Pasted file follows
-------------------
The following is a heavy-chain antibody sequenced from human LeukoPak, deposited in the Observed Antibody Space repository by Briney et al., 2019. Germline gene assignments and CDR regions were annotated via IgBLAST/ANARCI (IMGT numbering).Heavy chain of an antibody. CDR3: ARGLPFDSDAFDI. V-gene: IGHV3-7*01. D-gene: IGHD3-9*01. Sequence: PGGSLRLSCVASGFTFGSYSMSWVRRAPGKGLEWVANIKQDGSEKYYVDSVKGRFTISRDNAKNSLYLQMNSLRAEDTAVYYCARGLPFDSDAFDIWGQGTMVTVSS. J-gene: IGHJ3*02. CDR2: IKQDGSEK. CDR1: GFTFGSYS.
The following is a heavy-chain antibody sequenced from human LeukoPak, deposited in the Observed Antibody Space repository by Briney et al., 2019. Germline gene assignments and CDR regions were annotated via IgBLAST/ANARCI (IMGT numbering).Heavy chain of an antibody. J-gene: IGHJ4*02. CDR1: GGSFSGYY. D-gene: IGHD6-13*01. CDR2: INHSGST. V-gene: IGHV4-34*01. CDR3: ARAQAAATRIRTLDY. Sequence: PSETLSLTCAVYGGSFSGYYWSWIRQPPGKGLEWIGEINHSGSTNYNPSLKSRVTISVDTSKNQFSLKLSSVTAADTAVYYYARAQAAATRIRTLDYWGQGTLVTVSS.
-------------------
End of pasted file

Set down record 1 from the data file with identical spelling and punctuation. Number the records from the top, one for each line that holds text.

The following is a heavy-chain antibody sequenced from human LeukoPak, deposited in the Observed Antibody Space repository by Briney et al., 2019. Germline gene assignments and CDR regions were annotated via IgBLAST/ANARCI (IMGT numbering).Heavy chain of an antibody. CDR3: ARGLPFDSDAFDI. V-gene: IGHV3-7*01. D-gene: IGHD3-9*01. Sequence: PGGSLRLSCVASGFTFGSYSMSWVRRAPGKGLEWVANIKQDGSEKYYVDSVKGRFTISRDNAKNSLYLQMNSLRAEDTAVYYCARGLPFDSDAFDIWGQGTMVTVSS. J-gene: IGHJ3*02. CDR2: IKQDGSEK. CDR1: GFTFGSYS.